As it dawns on me–the volume is constant, since the length and size of the loop are constant, I dont have to divide the volume by 2 when the pump is halved. The average temp in the pipe, 113 with valve open, 123 when halved, represents the relative amount of btus transferred. The measurements say the water is hotter in the pipe when the pump is slowed.
But then you say
Hotter water is run through the system by speeding up the pump.
which contradicts the evidence: the ave temp is 10 deg hotter when the valve is halved.
It needs 30 degrees differential to work.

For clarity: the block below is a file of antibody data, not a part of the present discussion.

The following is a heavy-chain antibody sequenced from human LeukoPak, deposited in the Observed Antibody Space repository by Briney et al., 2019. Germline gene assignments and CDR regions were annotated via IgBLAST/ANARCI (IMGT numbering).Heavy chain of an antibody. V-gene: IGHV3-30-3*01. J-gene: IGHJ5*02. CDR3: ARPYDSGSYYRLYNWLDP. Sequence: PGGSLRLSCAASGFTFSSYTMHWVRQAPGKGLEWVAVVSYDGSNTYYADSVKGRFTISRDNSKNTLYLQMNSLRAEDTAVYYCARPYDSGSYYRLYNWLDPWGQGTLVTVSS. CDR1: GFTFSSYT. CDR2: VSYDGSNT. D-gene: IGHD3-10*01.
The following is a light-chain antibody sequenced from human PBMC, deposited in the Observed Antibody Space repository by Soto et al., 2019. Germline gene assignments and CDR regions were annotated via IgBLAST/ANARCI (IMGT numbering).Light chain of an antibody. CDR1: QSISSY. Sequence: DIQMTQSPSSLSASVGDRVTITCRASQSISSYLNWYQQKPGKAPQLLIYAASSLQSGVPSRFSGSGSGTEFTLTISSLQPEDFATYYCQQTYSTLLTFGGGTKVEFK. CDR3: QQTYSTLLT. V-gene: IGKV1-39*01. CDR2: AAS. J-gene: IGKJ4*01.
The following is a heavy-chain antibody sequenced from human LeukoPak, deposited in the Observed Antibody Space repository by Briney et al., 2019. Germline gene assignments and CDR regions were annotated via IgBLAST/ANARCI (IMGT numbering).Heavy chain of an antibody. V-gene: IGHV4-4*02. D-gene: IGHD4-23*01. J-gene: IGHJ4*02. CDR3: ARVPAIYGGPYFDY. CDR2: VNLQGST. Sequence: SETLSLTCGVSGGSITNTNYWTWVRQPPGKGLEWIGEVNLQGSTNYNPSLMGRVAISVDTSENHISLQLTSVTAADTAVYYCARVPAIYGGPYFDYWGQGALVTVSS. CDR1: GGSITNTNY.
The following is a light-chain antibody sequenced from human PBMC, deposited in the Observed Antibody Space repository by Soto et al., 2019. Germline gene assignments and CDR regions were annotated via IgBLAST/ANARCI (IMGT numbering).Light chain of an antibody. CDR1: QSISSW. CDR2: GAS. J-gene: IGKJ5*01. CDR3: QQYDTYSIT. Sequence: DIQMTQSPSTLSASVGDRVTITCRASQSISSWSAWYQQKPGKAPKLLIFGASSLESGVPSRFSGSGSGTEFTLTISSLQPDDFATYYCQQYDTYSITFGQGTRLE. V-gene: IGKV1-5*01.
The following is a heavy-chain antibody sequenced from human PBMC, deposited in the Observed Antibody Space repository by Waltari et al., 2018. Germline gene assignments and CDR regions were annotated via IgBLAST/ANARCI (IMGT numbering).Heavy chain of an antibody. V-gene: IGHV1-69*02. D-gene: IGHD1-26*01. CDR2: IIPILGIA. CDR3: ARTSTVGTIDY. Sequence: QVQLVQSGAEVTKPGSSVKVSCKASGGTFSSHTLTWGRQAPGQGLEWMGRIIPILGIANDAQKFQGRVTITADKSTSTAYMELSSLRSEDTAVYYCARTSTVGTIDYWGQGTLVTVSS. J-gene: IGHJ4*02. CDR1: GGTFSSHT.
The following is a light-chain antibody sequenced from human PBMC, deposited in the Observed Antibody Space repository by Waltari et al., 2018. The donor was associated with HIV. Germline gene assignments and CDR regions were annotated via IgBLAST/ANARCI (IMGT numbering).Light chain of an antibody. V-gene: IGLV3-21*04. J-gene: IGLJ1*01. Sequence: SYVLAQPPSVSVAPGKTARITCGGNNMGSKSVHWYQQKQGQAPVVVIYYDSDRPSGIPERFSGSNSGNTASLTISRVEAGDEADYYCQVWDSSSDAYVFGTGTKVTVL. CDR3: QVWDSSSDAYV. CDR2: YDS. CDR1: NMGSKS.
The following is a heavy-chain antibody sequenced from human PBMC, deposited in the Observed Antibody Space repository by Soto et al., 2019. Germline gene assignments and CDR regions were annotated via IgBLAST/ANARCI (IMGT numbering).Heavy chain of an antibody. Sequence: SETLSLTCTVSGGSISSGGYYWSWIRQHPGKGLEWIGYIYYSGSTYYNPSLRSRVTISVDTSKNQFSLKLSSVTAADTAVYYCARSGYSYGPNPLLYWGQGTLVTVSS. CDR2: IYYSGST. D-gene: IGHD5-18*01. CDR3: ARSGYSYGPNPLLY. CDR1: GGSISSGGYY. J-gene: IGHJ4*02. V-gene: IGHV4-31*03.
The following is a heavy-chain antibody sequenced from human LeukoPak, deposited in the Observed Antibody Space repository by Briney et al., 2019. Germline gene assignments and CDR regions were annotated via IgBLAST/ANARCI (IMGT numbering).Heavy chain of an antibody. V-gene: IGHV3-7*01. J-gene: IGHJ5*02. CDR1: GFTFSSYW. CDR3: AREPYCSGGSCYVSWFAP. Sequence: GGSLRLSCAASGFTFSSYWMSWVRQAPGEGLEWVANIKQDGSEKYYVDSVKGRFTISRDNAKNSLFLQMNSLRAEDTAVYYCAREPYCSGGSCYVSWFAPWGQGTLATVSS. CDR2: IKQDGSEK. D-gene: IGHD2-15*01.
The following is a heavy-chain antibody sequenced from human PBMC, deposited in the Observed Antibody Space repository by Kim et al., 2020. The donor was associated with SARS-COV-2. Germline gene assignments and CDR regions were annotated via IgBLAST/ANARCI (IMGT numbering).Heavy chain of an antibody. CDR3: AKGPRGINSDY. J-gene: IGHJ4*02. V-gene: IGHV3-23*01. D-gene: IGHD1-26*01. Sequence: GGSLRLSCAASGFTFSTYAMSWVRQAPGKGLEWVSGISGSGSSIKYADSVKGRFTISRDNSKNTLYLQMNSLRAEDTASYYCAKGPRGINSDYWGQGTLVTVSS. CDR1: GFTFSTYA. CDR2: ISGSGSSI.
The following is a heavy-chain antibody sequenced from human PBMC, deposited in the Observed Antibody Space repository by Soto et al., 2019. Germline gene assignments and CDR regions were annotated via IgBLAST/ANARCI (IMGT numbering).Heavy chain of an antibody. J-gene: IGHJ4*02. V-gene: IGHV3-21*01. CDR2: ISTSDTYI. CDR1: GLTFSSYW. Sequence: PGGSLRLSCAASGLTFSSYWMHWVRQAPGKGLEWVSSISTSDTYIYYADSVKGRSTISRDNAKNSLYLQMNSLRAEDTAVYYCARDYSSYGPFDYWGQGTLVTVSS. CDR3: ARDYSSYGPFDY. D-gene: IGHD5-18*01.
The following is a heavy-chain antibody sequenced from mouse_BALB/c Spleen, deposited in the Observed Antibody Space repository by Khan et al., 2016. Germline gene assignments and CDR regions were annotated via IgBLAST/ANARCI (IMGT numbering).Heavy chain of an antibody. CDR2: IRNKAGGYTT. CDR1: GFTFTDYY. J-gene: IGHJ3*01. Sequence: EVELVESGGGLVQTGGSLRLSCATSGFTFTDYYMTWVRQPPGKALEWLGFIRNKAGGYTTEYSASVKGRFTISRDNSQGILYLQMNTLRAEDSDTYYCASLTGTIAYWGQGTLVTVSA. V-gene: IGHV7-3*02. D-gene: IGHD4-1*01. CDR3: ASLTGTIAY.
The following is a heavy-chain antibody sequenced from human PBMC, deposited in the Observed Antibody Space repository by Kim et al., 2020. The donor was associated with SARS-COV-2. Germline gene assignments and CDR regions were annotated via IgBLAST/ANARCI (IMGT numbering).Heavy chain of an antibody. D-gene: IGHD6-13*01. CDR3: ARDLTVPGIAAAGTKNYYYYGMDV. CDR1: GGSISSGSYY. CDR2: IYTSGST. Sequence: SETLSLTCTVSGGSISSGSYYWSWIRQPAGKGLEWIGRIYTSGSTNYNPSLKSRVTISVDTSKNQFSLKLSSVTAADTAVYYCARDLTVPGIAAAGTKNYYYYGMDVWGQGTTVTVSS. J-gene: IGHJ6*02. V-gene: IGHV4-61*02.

My system has worked during all but the coldest weather without that, but I’ll accept it as a standard.
What you want is to move water slowly enough so it allows stratification to exist in the tank and to ger a 30 degree differential between water leaving the tank and water returning to the tank. That should keep the tank firing…
At coldest outdoor temps it’s what I want, but at 30 deg, which is most of the winter, it gets too warm and I’m saying (please correct me) that speeding the water and reducing the ave temp in the loop might be more suitable at 30 deg outside.
Thanks again, Larry, for your expertise and forbearance. I’ve learned a bit that I will soon put to use and I agree that the terminology is the biggest block.